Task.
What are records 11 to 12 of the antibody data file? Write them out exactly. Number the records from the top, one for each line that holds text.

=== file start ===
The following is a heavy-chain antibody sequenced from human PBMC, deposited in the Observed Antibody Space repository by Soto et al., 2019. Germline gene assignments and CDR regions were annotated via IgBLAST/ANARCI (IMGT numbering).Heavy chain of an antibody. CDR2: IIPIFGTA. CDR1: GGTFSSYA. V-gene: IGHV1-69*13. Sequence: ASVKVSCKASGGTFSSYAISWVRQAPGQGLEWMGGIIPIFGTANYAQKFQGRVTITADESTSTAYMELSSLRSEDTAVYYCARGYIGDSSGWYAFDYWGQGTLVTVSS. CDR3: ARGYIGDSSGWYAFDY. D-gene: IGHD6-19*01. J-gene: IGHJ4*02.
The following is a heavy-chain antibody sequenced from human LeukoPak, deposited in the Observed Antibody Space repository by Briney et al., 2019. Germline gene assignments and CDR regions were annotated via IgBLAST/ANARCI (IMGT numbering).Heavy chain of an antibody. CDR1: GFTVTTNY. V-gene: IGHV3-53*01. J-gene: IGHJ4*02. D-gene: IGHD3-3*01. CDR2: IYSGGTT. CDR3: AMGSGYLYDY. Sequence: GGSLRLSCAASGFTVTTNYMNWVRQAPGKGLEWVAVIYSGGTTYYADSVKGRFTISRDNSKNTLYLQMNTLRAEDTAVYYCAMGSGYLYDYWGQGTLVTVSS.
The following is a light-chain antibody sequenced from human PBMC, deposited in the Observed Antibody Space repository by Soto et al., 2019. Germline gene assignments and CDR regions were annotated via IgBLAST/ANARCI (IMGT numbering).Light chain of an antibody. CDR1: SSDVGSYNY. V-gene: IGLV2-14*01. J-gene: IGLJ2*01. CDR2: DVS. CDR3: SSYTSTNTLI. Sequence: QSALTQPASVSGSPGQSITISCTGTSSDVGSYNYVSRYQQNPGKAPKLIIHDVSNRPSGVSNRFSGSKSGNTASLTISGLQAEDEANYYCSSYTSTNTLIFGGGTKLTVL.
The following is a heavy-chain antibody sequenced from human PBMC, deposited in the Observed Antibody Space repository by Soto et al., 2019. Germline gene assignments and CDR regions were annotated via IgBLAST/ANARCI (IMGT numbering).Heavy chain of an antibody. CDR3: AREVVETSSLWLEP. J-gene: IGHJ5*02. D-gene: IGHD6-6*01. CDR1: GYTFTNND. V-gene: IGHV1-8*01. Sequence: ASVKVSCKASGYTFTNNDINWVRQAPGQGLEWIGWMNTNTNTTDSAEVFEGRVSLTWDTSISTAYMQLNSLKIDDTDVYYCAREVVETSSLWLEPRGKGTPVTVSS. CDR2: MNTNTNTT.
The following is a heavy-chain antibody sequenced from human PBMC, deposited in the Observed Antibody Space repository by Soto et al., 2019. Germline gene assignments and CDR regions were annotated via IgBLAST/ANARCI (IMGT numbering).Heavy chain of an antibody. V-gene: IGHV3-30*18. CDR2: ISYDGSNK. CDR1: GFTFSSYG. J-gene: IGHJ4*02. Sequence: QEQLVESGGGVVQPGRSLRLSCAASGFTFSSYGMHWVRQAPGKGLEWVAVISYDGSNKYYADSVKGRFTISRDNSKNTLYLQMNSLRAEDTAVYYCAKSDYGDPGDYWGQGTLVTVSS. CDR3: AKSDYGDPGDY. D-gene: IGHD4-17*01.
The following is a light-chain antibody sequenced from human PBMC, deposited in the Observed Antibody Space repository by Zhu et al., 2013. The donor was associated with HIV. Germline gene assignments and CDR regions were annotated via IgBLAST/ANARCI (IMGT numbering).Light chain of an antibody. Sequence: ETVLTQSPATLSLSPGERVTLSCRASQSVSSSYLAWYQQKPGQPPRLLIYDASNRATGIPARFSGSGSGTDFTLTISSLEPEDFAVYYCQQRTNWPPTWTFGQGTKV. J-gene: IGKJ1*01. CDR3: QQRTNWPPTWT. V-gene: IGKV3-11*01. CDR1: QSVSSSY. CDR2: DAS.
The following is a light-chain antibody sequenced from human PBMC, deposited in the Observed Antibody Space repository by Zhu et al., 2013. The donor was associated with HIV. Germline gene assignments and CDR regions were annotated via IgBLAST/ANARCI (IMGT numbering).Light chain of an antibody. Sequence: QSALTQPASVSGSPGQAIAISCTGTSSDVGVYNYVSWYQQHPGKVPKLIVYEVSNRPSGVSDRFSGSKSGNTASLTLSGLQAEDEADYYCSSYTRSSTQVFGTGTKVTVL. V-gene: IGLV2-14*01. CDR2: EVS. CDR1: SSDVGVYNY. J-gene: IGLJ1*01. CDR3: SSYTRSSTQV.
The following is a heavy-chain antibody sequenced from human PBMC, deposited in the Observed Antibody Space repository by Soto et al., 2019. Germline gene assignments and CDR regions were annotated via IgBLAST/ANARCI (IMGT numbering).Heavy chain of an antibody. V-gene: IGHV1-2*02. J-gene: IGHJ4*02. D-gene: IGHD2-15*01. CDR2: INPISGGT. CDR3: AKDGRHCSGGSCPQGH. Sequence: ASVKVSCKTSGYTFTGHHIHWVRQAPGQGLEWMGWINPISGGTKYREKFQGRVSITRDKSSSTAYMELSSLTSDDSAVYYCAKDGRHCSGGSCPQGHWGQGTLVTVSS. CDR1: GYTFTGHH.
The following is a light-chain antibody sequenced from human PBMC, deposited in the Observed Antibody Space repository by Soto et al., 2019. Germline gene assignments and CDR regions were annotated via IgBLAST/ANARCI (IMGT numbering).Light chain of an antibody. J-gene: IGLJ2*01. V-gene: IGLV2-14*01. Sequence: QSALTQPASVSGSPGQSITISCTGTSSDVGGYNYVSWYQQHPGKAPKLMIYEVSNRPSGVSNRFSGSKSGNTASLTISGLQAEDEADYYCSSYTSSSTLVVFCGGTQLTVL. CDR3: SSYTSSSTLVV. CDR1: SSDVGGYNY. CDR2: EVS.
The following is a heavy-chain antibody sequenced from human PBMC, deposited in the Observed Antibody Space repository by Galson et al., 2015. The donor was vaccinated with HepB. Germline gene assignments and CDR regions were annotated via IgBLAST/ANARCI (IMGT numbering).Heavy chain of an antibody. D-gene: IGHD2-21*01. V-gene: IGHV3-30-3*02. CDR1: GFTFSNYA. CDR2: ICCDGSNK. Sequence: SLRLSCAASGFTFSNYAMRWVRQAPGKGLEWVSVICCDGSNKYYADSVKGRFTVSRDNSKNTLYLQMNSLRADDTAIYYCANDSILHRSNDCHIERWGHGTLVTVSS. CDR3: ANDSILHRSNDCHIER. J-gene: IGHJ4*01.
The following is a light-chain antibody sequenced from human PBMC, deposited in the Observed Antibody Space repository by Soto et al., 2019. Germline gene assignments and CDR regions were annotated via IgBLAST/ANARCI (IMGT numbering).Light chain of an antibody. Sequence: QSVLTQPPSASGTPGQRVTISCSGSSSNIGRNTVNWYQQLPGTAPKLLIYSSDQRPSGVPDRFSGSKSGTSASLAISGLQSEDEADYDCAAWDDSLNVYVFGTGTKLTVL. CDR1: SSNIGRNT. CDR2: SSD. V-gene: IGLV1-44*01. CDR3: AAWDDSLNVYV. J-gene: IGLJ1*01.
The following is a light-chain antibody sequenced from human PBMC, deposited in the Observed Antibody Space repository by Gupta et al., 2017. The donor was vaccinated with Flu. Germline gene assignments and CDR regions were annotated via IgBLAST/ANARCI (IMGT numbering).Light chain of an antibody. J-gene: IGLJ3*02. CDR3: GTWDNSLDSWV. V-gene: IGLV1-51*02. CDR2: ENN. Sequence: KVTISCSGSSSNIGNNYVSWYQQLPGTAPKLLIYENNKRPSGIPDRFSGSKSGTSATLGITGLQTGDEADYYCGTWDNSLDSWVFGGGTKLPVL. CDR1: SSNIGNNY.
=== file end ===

The following is a light-chain antibody sequenced from human PBMC, deposited in the Observed Antibody Space repository by Soto et al., 2019. Germline gene assignments and CDR regions were annotated via IgBLAST/ANARCI (IMGT numbering).Light chain of an antibody. Sequence: QSVLTQPPSASGTPGQRVTISCSGSSSNIGRNTVNWYQQLPGTAPKLLIYSSDQRPSGVPDRFSGSKSGTSASLAISGLQSEDEADYDCAAWDDSLNVYVFGTGTKLTVL. CDR1: SSNIGRNT. CDR2: SSD. V-gene: IGLV1-44*01. CDR3: AAWDDSLNVYV. J-gene: IGLJ1*01.
The following is a light-chain antibody sequenced from human PBMC, deposited in the Observed Antibody Space repository by Gupta et al., 2017. The donor was vaccinated with Flu. Germline gene assignments and CDR regions were annotated via IgBLAST/ANARCI (IMGT numbering).Light chain of an antibody. J-gene: IGLJ3*02. CDR3: GTWDNSLDSWV. V-gene: IGLV1-51*02. CDR2: ENN. Sequence: KVTISCSGSSSNIGNNYVSWYQQLPGTAPKLLIYENNKRPSGIPDRFSGSKSGTSATLGITGLQTGDEADYYCGTWDNSLDSWVFGGGTKLPVL. CDR1: SSNIGNNY.